You are here

Scale Reviews

Find reliable measures for use in your questionnaires. Search Now


As a researcher, it's important to use validated scales to ensure reliability and improve interpretation of research results. The Marketing Scales database provides an easy, unified source to find and reference scales, including information on reliability and validity.
Krista Holt
Senior Director, Research & Design, Vital Findings


The clarity of the memory a person has of some particular object or event is measured with three, seven-point semantic differentials.

Four, seven-point items are used to measure a person's subjective knowledge of platforms used to play video games.  It does not attempt to measure knowledge of games played on the devices.

Six, seven-point items are used to measure how much a person believes him/herself to have knowledge and expertise about a topic compared to other people.  While the scale can be used with regard to a product category, the items are amenable for use with many other objects and subjects as well.

Using eight, six-point, Likert-type scale items, the scale measures a dimension of attachment that has to do with a person's in-depth knowledge of an owned object and desire to spend considerable resources on it.

Four, seven-point Likert-type items are used in the scale to measure the degree to which a person tends to be aware of and to understand his/her emotions.

This scale uses three, seven-point items to measure how a consumer feels about the brands as a group in a particular product category.  In other words, to what extent does a person have a good or bad attitude towards most of the brands in a product class.  Fischer, Völckner, and Sattler (2010) referred to the scale as brand likability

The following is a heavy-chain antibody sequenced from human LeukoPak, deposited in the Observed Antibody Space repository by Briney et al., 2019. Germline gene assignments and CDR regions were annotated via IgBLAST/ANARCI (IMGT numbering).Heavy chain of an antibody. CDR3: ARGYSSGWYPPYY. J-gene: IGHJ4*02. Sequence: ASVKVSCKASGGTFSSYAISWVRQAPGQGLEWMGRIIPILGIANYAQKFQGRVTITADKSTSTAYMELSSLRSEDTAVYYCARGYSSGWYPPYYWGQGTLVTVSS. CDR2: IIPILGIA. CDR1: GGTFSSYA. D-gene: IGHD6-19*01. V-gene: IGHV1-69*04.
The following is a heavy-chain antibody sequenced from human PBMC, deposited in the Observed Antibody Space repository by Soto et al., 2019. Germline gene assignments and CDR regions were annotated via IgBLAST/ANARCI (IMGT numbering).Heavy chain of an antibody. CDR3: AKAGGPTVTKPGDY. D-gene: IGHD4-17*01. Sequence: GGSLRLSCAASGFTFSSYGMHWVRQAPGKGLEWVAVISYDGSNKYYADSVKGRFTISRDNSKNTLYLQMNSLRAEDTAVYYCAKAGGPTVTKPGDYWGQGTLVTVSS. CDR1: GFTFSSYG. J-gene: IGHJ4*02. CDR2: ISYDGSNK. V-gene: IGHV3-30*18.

The scale is composed of three, seven-point Likert-type items that measure the certainty a consumer expresses about knowing most if not all of the brands in a particular product category.  There are many scales in the database regarding knowledge of the product class but this one is somewhat distinct in its focus on one's familiarity with the brands themselves.  Fischer, Völckner, and Sattler (2010) referred to the scale as brand clarity.

A consumer's belief in his/her ability to evaluate a set of products and choose the best one is measured in this three item, five-point Likert-type scale.  The scale was called competence by Fuchs, Prandelli, and Schreier (2010).

The degree to which a person is aware and knowledgeable of a brand is measured in this scale with three, semantic differentials.

Three, seven-point items are used to measure the degree to which the person is confident about his/her ability to make predictions about a firm and its products.   The scale was referred to as uncertainty reduction by Adjei, Noble, and Noble (2010).